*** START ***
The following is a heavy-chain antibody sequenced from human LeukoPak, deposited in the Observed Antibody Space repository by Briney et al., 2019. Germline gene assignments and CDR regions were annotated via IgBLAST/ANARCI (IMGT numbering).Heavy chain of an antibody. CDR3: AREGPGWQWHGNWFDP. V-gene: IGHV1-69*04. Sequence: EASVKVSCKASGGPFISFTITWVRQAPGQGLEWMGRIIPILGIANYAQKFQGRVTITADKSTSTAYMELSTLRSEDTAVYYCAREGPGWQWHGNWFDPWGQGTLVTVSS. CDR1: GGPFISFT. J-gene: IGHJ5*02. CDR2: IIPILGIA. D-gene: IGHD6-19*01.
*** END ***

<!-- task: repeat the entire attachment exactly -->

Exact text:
The following is a heavy-chain antibody sequenced from human LeukoPak, deposited in the Observed Antibody Space repository by Briney et al., 2019. Germline gene assignments and CDR regions were annotated via IgBLAST/ANARCI (IMGT numbering).Heavy chain of an antibody. CDR3: AREGPGWQWHGNWFDP. V-gene: IGHV1-69*04. Sequence: EASVKVSCKASGGPFISFTITWVRQAPGQGLEWMGRIIPILGIANYAQKFQGRVTITADKSTSTAYMELSTLRSEDTAVYYCAREGPGWQWHGNWFDPWGQGTLVTVSS. CDR1: GGPFISFT. J-gene: IGHJ5*02. CDR2: IIPILGIA. D-gene: IGHD6-19*01.